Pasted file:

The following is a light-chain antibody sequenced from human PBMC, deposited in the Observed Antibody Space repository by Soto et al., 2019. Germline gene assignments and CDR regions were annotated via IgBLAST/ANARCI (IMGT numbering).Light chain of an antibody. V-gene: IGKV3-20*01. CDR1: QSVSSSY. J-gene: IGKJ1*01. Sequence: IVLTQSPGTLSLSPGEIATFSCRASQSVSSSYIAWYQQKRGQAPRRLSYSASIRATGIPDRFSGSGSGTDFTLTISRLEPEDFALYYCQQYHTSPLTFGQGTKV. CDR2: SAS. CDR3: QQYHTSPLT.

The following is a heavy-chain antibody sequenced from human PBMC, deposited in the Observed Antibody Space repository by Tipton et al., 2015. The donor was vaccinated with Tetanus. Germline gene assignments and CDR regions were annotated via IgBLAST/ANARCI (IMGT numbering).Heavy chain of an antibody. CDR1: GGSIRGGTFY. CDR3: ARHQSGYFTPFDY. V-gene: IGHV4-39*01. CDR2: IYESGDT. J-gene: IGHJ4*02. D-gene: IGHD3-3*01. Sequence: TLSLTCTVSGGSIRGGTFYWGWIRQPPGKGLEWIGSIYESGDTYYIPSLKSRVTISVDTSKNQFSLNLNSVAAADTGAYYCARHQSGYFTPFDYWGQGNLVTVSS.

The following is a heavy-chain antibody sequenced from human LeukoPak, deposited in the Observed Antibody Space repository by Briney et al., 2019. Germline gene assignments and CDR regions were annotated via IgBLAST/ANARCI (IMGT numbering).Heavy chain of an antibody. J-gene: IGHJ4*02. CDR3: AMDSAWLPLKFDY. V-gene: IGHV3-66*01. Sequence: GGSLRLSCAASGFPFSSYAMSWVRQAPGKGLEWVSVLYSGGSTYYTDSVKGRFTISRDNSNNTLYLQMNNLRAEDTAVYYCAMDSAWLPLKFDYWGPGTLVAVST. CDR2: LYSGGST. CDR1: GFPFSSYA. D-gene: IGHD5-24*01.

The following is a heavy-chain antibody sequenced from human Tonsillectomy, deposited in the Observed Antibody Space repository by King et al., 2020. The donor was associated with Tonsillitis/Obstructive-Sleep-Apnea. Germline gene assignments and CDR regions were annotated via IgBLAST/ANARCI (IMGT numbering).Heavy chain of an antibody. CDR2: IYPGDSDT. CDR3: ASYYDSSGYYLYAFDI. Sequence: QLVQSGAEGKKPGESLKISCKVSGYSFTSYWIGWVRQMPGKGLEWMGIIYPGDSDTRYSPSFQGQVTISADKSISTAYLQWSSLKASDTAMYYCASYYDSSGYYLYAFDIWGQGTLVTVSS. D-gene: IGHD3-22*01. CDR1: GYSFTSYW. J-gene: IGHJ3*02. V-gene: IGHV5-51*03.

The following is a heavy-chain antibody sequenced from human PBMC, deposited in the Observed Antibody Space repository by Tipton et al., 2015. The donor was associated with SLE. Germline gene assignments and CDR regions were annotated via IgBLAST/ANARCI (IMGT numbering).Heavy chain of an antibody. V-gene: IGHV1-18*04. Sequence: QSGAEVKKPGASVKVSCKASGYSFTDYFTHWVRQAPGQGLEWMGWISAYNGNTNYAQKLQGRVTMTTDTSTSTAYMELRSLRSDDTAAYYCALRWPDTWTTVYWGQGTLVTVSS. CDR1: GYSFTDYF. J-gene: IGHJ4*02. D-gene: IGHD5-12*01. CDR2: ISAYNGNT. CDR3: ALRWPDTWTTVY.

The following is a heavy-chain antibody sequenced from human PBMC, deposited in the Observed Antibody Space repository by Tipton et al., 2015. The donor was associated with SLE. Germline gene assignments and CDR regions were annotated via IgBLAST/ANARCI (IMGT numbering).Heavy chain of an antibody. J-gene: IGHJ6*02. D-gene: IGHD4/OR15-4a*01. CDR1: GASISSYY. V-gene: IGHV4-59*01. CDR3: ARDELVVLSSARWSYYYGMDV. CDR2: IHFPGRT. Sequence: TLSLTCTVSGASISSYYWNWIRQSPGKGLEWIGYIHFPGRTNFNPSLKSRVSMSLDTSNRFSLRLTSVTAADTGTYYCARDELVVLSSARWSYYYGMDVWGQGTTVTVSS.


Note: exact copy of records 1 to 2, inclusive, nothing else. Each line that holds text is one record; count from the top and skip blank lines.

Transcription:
The following is a light-chain antibody sequenced from human PBMC, deposited in the Observed Antibody Space repository by Soto et al., 2019. Germline gene assignments and CDR regions were annotated via IgBLAST/ANARCI (IMGT numbering).Light chain of an antibody. V-gene: IGKV3-20*01. CDR1: QSVSSSY. J-gene: IGKJ1*01. Sequence: IVLTQSPGTLSLSPGEIATFSCRASQSVSSSYIAWYQQKRGQAPRRLSYSASIRATGIPDRFSGSGSGTDFTLTISRLEPEDFALYYCQQYHTSPLTFGQGTKV. CDR2: SAS. CDR3: QQYHTSPLT.

The following is a heavy-chain antibody sequenced from human PBMC, deposited in the Observed Antibody Space repository by Tipton et al., 2015. The donor was vaccinated with Tetanus. Germline gene assignments and CDR regions were annotated via IgBLAST/ANARCI (IMGT numbering).Heavy chain of an antibody. CDR1: GGSIRGGTFY. CDR3: ARHQSGYFTPFDY. V-gene: IGHV4-39*01. CDR2: IYESGDT. J-gene: IGHJ4*02. D-gene: IGHD3-3*01. Sequence: TLSLTCTVSGGSIRGGTFYWGWIRQPPGKGLEWIGSIYESGDTYYIPSLKSRVTISVDTSKNQFSLNLNSVAAADTGAYYCARHQSGYFTPFDYWGQGNLVTVSS.